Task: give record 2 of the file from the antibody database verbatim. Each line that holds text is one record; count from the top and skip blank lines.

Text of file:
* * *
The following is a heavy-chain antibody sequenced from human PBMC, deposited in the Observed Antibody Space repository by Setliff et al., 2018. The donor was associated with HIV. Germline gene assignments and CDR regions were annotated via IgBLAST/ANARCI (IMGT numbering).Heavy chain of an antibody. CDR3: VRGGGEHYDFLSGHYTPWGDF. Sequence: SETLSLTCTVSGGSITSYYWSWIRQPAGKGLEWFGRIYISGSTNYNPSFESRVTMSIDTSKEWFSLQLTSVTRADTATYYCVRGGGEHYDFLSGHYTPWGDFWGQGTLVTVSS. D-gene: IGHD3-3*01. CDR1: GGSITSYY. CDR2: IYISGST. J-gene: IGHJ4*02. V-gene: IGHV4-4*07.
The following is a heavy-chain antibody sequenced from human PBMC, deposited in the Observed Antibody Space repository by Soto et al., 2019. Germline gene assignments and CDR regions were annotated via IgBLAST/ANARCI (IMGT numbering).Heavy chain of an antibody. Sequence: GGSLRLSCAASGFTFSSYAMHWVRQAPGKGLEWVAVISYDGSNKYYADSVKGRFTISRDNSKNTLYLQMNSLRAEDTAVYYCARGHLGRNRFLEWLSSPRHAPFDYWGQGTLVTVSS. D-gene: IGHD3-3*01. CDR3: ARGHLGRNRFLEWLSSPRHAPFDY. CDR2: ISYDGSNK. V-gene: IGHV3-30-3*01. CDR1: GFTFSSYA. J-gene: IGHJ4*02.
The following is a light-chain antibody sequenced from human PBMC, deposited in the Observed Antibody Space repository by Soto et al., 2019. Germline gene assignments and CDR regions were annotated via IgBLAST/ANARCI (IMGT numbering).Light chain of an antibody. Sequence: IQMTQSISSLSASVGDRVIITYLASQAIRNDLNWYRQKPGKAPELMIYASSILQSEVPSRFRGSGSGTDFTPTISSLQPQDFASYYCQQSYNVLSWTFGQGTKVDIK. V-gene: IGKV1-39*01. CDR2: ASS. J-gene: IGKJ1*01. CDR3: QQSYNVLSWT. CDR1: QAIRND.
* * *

The following is a heavy-chain antibody sequenced from human PBMC, deposited in the Observed Antibody Space repository by Soto et al., 2019. Germline gene assignments and CDR regions were annotated via IgBLAST/ANARCI (IMGT numbering).Heavy chain of an antibody. Sequence: GGSLRLSCAASGFTFSSYAMHWVRQAPGKGLEWVAVISYDGSNKYYADSVKGRFTISRDNSKNTLYLQMNSLRAEDTAVYYCARGHLGRNRFLEWLSSPRHAPFDYWGQGTLVTVSS. D-gene: IGHD3-3*01. CDR3: ARGHLGRNRFLEWLSSPRHAPFDY. CDR2: ISYDGSNK. V-gene: IGHV3-30-3*01. CDR1: GFTFSSYA. J-gene: IGHJ4*02.